OKLAHOMA CITY -- Republican Jim Inhofe, Oklahoma's blunt-speaking conservative senator, won a third full term Tuesday as he cruised past Democrat Andrew Rice, a state senator and former missionary.
Inhofe was elected in 1994 to replace Democrat David Boren, who resigned to become a university president.
Rice, 35, campaigned aggressively for the post, but it was an uphill fight from the start against Inhofe, a fixture in Oklahoma politics for five decades.
The 73-year-old Inhofe spent $6 million in his re-election bid, more than twice as much as Rice, a freshman state senator from Oklahoma City.
Inhofe, a former mayor of Tulsa and ex-congressman, has sparred with environmentalists over the years, calling the idea of manmade global warming a hoax. Although he is known as one of the Senate's most conservative members, Inhofe bragged of being effective in obtaining road money and other funds for public projects.
Rice challenged Inhofe after better-known Democrats, such as Brad Henry, the state's popular governor, shunned the race.
He tried to paint Inhofe as an extreme partisan controlled by big oil and financial institutions.
Inhofe accused Rice of being "too liberal for Oklahoma," constantly pairing his opponent alongside Democratic presidential candidate Barack Obama in television ads. Obama did not bring his campaign to Oklahoma, where he trailed 2-1 in the polls before the election.
Inhofe hammered Rice in other commercials, including one that critics said had gay overtones, showing two grooms toppling from a wedding cake and Rice as a curly haired young man in a leather jacket.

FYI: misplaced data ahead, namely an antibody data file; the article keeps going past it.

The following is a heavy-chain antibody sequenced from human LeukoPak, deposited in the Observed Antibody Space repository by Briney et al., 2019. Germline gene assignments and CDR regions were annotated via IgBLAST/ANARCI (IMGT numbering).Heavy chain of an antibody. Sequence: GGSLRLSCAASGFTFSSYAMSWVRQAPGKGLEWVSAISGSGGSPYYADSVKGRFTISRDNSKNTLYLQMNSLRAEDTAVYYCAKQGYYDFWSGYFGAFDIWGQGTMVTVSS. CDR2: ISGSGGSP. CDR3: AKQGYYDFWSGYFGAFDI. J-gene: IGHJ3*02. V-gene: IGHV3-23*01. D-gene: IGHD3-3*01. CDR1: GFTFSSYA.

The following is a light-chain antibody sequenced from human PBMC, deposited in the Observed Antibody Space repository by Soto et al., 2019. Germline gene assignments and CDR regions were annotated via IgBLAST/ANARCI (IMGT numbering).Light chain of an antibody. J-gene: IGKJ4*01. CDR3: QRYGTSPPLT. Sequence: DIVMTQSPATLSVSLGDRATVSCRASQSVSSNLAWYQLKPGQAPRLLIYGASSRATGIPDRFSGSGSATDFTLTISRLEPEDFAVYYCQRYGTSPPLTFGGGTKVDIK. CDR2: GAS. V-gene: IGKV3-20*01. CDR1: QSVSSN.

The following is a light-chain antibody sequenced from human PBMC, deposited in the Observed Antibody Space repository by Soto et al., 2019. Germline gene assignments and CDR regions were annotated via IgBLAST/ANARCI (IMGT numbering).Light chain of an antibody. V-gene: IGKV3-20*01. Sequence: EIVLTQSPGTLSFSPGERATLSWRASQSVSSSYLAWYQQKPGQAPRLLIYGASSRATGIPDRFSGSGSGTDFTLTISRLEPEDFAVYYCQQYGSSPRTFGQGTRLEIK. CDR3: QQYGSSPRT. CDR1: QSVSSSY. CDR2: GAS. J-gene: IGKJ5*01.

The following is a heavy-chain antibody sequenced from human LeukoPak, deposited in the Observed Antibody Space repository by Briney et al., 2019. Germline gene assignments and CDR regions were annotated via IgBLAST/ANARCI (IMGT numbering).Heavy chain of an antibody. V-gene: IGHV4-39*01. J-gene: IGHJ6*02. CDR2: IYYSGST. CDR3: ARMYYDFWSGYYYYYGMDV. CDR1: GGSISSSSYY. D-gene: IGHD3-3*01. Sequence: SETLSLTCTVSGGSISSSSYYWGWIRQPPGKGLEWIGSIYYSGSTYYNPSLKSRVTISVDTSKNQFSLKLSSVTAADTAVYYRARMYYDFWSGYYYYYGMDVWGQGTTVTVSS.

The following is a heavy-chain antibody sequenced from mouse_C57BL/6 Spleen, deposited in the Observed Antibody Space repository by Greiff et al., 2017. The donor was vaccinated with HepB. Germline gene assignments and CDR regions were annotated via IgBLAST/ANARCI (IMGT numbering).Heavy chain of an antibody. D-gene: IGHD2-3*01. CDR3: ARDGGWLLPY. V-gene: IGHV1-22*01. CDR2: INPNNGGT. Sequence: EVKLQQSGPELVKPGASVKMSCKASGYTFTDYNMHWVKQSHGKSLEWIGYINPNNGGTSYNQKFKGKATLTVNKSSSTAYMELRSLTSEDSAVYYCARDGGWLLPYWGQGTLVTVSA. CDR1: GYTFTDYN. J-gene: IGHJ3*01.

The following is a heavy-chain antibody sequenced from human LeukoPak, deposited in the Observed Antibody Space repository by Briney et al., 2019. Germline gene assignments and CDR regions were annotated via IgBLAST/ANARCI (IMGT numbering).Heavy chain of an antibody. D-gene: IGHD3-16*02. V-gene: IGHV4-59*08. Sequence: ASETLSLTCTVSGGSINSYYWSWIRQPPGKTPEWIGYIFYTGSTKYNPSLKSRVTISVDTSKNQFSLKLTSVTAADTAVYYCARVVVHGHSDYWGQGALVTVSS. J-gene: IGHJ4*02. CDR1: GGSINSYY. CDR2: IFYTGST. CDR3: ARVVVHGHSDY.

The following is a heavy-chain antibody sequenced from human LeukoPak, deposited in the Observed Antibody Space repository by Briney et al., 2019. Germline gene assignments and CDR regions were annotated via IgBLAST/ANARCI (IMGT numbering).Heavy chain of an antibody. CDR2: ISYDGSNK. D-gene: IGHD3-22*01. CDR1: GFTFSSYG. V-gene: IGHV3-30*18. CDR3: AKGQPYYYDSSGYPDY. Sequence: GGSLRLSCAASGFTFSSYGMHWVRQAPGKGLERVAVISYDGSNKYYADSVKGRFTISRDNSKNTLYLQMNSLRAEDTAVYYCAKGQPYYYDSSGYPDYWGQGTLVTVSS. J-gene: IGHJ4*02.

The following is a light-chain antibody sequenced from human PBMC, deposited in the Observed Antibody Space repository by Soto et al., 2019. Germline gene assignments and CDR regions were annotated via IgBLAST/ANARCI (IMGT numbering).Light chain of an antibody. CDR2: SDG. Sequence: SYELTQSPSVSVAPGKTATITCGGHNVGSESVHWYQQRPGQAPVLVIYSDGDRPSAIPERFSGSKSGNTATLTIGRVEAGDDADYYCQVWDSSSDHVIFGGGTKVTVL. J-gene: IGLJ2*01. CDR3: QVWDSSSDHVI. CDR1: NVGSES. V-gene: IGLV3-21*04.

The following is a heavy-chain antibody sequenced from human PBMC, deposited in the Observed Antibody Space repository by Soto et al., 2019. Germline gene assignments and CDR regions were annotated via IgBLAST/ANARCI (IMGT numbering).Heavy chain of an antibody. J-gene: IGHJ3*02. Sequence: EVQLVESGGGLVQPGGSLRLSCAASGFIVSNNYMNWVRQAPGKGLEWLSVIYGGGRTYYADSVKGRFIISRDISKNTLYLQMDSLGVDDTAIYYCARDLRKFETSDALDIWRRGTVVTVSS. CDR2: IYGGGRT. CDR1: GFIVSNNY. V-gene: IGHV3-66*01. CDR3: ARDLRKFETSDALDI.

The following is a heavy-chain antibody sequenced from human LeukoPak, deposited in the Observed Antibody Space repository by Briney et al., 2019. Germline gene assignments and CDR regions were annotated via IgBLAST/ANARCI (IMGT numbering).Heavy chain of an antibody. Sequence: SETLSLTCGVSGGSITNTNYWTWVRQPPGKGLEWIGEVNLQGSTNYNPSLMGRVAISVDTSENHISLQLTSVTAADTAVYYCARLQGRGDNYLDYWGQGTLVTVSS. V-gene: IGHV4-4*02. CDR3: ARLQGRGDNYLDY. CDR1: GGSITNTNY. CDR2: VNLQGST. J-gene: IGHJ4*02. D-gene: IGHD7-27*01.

Rice, who is married with two young children, said he was "smeared" by Inhofe in commercials that unfairly portrayed his legislative record.
Inhofe said he was merely trying to define his opponent and he did not consider his ads to be negative.
Rice said he started thinking about a public life after his brother, David, was killed in the 2001 terrorist attack in New York. He vowed to be a pragmatist and work with Republicans in solving the country's economic woes and other pressing problems in such areas as health care and energy.
Inhofe said he represented the thinking of most Oklahomans, asking them to send him back to Washington so he could continue to do battle with big spenders, environmentalists and opponents of the U.S. war effort in Iraq.
Rice said President Bush misfired when he invaded Iraq. He favored redirecting the war on terror to Afghanistan.
The two men had almost no encounters on the campaign trail and had only one debate. Rice had called for six debates and accused Inhofe of dodging him.